Using machine learning to predict high-impact research

An artificial intelligence framework built by MIT researchers can give an “early-alert” signal for future high-impact technologies, by learning from patterns gleaned from previous scientific publications.

In a retrospective test of its capabilities, DELPHI, short for Dynamic Early-warning by Learning to Predict High Impact, was able to identify all pioneering papers on an experts’ list of key foundational biotechnologies, sometimes as early as the first year after their publication.

James W. Weis, a research affiliate of the MIT Media Lab, and Joseph Jacobson, a professor of media arts and sciences and head of the Media Lab’s Molecular Machines research group, also used DELPHI to highlight 50 recent scientific papers that they predict will be high impact by 2023. Topics covered by the papers include DNA nanorobots used for cancer treatment, high-energy density lithium-oxygen batteries, and chemical synthesis using deep neural networks, among others.

The researchers see DELPHI as a tool that can help humans better leverage funding for scientific research, identifying “diamond in the rough” technologies that might otherwise languish and offering a way for governments, philanthropies, and venture capital firms to more efficiently and productively support science.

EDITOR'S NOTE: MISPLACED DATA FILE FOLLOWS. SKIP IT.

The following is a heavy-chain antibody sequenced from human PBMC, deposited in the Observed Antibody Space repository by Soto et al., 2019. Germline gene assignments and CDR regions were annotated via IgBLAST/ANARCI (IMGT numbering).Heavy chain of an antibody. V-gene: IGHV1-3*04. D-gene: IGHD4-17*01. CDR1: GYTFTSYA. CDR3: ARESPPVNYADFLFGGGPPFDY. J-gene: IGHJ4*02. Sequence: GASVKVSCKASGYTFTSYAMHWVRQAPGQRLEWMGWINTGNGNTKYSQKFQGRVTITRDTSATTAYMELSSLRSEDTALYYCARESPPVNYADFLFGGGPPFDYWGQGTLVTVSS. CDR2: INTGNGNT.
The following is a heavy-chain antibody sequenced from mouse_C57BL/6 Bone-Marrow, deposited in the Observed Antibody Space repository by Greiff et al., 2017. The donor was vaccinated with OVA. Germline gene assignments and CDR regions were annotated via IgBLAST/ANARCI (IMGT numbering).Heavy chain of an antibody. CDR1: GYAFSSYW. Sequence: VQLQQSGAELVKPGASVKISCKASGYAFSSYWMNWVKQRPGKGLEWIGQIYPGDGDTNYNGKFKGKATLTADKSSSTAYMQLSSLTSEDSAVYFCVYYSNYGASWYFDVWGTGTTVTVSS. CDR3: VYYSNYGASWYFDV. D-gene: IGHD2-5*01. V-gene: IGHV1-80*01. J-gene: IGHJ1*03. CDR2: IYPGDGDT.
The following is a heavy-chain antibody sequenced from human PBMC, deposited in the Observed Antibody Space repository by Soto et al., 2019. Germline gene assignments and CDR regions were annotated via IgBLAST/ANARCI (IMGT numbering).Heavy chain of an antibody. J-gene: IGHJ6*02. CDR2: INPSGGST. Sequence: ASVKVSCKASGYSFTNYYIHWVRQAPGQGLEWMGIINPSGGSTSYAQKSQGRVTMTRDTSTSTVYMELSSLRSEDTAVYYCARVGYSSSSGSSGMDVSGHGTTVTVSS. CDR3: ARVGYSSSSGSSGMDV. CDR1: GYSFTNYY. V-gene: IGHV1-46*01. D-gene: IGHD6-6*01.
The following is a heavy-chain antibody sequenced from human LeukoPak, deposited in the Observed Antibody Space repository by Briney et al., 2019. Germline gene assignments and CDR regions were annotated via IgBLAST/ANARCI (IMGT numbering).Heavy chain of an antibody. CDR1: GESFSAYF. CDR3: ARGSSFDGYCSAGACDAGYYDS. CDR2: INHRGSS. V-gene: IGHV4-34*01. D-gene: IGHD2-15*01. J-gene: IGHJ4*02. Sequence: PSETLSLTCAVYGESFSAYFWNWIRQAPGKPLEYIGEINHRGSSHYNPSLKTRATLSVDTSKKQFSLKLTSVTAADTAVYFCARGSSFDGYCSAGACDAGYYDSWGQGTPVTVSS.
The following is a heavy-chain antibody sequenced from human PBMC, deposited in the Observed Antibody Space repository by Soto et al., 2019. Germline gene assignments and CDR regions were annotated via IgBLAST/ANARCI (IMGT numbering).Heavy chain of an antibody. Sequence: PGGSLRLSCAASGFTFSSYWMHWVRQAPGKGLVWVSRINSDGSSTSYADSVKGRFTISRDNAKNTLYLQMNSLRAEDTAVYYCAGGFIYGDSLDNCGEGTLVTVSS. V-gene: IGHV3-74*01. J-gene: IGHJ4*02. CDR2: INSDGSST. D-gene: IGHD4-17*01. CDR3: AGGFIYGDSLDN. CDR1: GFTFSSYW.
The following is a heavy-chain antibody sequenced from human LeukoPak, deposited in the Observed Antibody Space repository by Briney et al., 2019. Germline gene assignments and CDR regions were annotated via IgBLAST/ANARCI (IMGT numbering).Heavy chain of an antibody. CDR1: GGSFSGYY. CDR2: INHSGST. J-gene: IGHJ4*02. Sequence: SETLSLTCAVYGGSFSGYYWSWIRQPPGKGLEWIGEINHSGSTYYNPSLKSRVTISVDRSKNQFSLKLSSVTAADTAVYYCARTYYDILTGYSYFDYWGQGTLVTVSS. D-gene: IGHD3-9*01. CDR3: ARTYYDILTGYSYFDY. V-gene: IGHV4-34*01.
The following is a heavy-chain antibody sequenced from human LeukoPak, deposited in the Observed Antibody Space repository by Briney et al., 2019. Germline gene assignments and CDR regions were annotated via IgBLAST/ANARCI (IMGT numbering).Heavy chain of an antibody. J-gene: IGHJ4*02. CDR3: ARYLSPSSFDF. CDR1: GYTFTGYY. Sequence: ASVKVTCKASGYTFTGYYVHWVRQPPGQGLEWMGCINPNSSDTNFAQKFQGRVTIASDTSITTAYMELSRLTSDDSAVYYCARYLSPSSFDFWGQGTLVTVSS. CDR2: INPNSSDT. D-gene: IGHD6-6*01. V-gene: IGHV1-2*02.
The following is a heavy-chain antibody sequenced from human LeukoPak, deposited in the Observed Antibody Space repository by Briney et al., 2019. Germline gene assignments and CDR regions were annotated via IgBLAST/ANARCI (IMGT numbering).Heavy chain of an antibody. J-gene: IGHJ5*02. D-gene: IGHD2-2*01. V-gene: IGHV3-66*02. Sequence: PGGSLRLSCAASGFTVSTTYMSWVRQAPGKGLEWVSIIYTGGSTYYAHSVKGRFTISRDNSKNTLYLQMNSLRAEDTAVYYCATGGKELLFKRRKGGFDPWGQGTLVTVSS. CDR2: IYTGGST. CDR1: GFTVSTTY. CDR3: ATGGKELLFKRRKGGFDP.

“In essence, our algorithm functions by learning patterns from the history of science, and then pattern-matching on new publications to find early signals of high impact,” says Weis. “By tracking the early spread of ideas, we can predict how likely they are to go viral or spread to the broader academic community in a meaningful way.”

The paper has been published in Nature Biotechnology.

Searching for the “diamond in the rough”

The machine learning algorithm developed by Weis and Jacobson takes advantage of the vast amount of digital information that is now available with the exponential growth in scientific publication since the 1980s. But instead of using one-dimensional measures, such as the number of citations, to judge a publication’s impact, DELPHI was trained on a full time-series network of journal article

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